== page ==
- Issue: Summer 2021
For Sanjeev Mehra, being in nature was an integral part of his early education in India. At age 11, he began attending a school in the foothills of the Himalayas, where the focus was on the outdoors.
“The culture was, you finished a midterm and then you did a big hike,” says Mehra. “When we were younger, teachers came along. But by the time we were in tenth grade we went by ourselves. So, I was climbing 14,000-foot peaks with my friends when we were still quite young. That type of closeness to nature stays with you.”
After completing high school in the UK, Mehra came to the US for college, where he met the woman who would become his wife, Karen. “I was lucky enough to marry a girl from Utah,” he says. “She was brought up similarly to me, always outdoors. Her father had a cabin about 30 miles west of Yellowstone, where Idaho, Wyoming, and Montana meet. I’m a big fly fisherman, so we spent a lot of time there.”
As their family grew, maintaining that connection to nature remained a priority. Through trips to Africa, India, and the Galápagos Islands, and through watching their parents devote time to environmental causes, the boys have been “brought up respecting the outdoors and doing some of the same things we did in our childhoods.”
Mehra finds great hope in the awareness of his children and their peers.
“I think my kids are probably indicative of others of their generation. They don’t know any different than living and dealing with climate change,” he says. Their consumer decisions, how they vote, where they live, all manifest that focus. “Their awareness is definitely higher than my generation’s was.”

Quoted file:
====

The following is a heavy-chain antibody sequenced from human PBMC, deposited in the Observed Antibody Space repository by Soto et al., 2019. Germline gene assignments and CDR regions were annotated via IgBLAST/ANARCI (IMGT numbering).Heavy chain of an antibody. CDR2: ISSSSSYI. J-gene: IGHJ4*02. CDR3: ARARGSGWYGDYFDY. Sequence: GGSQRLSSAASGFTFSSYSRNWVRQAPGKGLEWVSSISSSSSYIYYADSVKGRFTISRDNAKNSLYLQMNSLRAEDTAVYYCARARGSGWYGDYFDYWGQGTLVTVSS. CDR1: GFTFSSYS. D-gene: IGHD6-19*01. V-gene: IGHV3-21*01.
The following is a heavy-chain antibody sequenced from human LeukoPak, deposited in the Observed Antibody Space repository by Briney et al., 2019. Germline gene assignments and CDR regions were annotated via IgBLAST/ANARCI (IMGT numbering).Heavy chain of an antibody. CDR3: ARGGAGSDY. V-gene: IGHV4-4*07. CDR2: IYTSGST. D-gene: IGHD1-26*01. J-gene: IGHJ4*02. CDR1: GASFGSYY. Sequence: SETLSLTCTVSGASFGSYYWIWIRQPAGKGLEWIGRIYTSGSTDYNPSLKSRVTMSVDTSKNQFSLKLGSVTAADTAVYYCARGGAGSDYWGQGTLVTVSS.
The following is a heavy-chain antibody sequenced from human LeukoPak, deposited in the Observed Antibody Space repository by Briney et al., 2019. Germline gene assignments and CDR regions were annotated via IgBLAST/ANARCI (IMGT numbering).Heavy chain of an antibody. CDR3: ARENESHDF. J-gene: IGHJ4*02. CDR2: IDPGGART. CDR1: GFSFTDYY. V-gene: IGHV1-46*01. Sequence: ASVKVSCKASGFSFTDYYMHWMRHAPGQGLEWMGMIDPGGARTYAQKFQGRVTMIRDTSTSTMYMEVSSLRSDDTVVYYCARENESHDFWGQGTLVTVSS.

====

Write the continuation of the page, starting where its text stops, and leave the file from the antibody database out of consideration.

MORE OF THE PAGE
This is not to say that Mehra isn’t also focused on climate change, or prairie restoration, or large-scale conservation—all issues that drew him to WWF. The organization’s global reach was also a factor. “WWF’s ability to shine a light, to convene experts, and to garner the resources needed to solve complex problems led me to feel that WWF can have a huge impact,” he says. “And I’d like to do what I can to help, in my own small way.”
Mehra brings his decades of expertise from the financial sector, among other skills, to bear on WWF’s work. He is optimistic about the large-scale conservation made possible using the project finance for permanence, or PFP, model borrowed from Wall Street. (WWF has advanced PFP deals in the Amazon, Bhutan, and Colombia and has several more in the pipeline.)
“I think that giving local people a direct stake in the sustainability of their natural resources, whether through ecotourism or other economic development opportunities, is the key to long-term success,” he says. “We need to be doing more and more of this important work.”
Mehra also finds hope in the possibilities in nature. Like many people weathering the COVID-19 pandemic, Mehra has found himself spending more time outside—and more time reflecting on the connection between nature and humanity. And he sees a silver lining.
“There is a one-time opportunity to take this thing that has affected everybody in the world and use it as a frame to say: We are all connected to nature. We need to nurture nature for it to nurture us.”